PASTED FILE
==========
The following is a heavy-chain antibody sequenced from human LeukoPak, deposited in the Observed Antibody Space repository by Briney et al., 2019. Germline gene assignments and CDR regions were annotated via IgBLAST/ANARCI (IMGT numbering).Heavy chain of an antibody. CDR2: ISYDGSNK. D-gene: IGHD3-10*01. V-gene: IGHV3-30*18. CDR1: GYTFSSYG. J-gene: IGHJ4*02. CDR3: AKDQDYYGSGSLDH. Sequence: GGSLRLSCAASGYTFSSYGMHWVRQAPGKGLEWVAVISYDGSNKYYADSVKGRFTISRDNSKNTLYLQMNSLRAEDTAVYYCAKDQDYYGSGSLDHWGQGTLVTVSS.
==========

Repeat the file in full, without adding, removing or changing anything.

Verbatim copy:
The following is a heavy-chain antibody sequenced from human LeukoPak, deposited in the Observed Antibody Space repository by Briney et al., 2019. Germline gene assignments and CDR regions were annotated via IgBLAST/ANARCI (IMGT numbering).Heavy chain of an antibody. CDR2: ISYDGSNK. D-gene: IGHD3-10*01. V-gene: IGHV3-30*18. CDR1: GYTFSSYG. J-gene: IGHJ4*02. CDR3: AKDQDYYGSGSLDH. Sequence: GGSLRLSCAASGYTFSSYGMHWVRQAPGKGLEWVAVISYDGSNKYYADSVKGRFTISRDNSKNTLYLQMNSLRAEDTAVYYCAKDQDYYGSGSLDHWGQGTLVTVSS.